- The bite of the Lone Star tick found in the southeast United States can potentially trigger a red meat allergy by injecting a carbohydrate called alpha-gal into the human body, which then reacts defensively when red meat containing the same carbohydrate is consumed.
- The allergic reactions to red meat caused by this tick bite can range from mild skin irritation to severe anaphylactic shocks.
- Scientists discovered this allergy correlation while investigating the origin of severe reactions to a cancer medication, Erbitux, which has a sugar similar to that found in red meat.
- Preventive measures from tick bites include avoiding tick-infested areas and wearing insect repellent with over 20% of DEET.
- If diagnosed with a red meat allergy, individuals must avoid consuming mammal meats like beef, pork, and lamb. Poultry, fish, and chicken are generally safe.
As unusual as it may sound, the bite of a particular tick could potentially cause you to develop a lifetime aversion to red meat. This unusual scenario is believed to be caused by the Lone Star tick, commonly found in the southeast region of the United States. The mechanism behind this unusual occurrence has been investigated in new research, highlighting three case studies to clarify the process.
How Does It Happen?
The Lone Star tick, when it bites, introduces saliva into the victim’s system. This saliva contains a carbohydrate known as alpha-gal. The human body, in response, produces antibodies to fight this foreign substance. Interestingly, this carbohydrate is also found in red meat. Subsequently, when the bitten individual consumes meat, the immune system classifies it as a threat and triggers an allergic reaction, typically delayed, happening around three to six hours after ingestion.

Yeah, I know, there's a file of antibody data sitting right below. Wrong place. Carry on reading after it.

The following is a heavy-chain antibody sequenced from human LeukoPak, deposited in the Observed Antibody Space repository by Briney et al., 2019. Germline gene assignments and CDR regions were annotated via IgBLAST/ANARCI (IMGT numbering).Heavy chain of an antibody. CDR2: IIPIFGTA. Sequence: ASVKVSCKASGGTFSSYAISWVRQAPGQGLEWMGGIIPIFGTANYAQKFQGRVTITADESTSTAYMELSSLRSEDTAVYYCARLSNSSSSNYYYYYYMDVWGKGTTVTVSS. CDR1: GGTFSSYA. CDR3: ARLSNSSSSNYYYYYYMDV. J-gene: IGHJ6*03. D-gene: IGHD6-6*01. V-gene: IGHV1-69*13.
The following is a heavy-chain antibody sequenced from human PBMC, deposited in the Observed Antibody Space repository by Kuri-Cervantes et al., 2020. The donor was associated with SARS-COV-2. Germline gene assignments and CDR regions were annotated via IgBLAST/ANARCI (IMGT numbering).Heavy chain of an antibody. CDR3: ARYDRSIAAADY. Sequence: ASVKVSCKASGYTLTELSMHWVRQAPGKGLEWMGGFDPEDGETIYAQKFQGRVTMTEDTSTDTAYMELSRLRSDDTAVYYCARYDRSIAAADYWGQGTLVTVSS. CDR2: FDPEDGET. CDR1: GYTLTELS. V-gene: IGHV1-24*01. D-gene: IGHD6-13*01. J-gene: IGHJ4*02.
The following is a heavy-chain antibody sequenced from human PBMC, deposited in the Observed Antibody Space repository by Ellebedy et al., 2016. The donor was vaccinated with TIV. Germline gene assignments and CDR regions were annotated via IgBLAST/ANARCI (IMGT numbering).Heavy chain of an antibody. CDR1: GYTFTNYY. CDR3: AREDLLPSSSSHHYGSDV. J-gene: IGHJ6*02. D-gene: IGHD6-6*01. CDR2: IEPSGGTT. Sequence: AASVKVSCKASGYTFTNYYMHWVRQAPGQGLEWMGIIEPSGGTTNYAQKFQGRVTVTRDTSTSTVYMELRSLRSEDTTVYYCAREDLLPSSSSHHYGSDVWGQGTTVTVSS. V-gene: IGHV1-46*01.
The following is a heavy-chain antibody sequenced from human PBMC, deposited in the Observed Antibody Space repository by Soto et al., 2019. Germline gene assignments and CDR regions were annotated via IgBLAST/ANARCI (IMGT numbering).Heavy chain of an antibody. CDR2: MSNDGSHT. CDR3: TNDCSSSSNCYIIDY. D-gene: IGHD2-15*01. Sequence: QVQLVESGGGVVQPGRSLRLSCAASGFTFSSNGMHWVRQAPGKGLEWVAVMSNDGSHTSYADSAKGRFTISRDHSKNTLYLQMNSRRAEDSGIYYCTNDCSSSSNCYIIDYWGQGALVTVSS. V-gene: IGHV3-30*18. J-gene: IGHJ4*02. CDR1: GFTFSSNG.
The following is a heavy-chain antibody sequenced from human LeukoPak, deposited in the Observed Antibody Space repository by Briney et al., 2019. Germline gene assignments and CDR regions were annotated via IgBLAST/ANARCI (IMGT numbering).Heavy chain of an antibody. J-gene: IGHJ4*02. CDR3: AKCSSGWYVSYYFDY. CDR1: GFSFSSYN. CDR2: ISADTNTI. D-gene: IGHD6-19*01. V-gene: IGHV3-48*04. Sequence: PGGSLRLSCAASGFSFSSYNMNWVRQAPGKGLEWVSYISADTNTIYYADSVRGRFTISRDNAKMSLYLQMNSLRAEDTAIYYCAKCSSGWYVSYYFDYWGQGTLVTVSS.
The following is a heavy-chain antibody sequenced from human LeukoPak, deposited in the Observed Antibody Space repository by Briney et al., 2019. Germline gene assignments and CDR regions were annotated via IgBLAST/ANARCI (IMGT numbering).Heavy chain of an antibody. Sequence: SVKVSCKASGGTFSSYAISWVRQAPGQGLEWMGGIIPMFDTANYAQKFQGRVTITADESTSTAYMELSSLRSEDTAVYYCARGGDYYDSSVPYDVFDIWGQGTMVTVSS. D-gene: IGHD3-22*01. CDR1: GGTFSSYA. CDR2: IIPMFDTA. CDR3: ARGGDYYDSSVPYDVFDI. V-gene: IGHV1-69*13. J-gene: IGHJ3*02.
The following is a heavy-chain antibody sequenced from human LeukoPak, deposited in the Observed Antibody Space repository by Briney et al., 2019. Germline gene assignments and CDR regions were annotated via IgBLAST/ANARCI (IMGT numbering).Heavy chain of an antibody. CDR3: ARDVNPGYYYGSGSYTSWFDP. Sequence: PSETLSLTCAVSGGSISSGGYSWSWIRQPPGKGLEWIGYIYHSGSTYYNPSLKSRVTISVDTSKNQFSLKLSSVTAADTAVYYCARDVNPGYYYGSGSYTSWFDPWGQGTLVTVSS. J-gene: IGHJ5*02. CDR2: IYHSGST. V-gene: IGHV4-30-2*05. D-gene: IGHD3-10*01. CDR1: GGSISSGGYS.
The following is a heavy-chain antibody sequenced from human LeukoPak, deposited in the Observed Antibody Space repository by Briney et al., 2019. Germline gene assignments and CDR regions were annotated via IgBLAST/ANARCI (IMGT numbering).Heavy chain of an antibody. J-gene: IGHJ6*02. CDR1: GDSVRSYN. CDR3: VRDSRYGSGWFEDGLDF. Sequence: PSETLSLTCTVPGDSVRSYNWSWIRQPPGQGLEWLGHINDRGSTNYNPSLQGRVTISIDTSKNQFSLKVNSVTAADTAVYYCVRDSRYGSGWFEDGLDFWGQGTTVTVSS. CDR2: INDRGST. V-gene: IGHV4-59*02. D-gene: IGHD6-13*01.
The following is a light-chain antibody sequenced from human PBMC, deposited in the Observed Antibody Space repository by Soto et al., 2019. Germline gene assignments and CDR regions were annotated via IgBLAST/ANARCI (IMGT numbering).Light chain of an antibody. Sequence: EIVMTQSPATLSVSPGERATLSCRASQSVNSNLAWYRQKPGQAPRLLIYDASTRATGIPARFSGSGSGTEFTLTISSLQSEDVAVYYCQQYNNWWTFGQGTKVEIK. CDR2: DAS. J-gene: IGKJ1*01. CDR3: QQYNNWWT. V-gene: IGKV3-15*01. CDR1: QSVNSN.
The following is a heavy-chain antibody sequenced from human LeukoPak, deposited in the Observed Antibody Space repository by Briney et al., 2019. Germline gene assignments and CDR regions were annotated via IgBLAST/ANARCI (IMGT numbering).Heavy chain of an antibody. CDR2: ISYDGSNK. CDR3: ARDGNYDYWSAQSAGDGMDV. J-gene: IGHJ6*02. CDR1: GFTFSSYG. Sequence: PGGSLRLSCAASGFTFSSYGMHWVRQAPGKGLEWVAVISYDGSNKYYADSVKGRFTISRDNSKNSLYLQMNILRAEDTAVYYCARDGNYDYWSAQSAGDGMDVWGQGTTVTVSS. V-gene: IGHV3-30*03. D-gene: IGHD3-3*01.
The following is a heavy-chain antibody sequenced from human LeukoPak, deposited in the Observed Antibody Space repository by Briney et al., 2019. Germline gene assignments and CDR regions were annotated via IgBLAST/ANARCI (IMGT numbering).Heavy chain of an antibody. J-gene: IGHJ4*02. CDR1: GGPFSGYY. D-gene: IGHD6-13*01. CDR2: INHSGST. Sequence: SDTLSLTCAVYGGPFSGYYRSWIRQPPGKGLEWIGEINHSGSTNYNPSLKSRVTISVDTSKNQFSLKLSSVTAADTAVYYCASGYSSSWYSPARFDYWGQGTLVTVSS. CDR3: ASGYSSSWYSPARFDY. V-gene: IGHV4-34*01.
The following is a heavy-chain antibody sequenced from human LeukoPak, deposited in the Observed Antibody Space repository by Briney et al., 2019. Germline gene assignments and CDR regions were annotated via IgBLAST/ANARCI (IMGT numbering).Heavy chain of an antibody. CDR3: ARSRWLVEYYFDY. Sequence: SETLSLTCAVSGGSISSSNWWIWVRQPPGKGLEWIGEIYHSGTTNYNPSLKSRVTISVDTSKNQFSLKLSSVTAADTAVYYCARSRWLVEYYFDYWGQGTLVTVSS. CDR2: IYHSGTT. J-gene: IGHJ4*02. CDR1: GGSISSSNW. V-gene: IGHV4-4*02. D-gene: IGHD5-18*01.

The Range of Allergic Reactions
These allergic reactions can span from mild skin irritation and hives to severe anaphylactic shocks, Dr. Susan Wolver and Dr. Diane Sun from the Virginia Commonwealth University in Richmond explain.
The Discovery of The Meat Allergy
This interesting correlation was first found rather by accident by scientists seeking to understand the cause of severe allergic reactions in individuals in the south to a certain cancer medication, Erbitux (cetuximab). The sugar in Erbitux bears similarities to that found in cows’ milk, beef, and pork.
Dr. Bruce Hirsch, an infectious diseases specialist, humorously termed the occurrence as “the cow’s revenge”, explaining that the bites of the Lone Star tick may inadvertently be creating a group of involuntary vegetarians in the southeast region.
Avoiding Tick Bites
Tick bites don’t only lead to meat allergies but are also known to cause multiple diseases including Lyme disease and Rocky Mountain spotted fever. Hirsch recommends avoiding tick-infested areas, including high grass, woods, and bushes. He also suggests applying insect repellent containing over 20% of DEET (N, N-diethyl-m-toluamide) on exposed skin.
Dr. Bernard Feigenbaum, an allergist at the NYU Langone Medical Center, pointed out that while most individuals associate ticks with Lyme disease, this research shows there can be other unexpected allergic consequences. He advises that individuals experiencing abnormal reactions or symptoms after red meat consumption should see their primary care physician or an allergist immediately.
If a red meat allergy is diagnosed, then beef, pork, lamb, venison, and other mammal meats need to be avoided, advises Despina Hyde, a nutritionist at the NYU Langone School of Medicine. “Poultry, fish, and chicken are generally safe,” she adds.
Click here to learn ways to steer clear of ticks where they commonly reside, as recommended by the U.S. Centers for Disease Control and Prevention.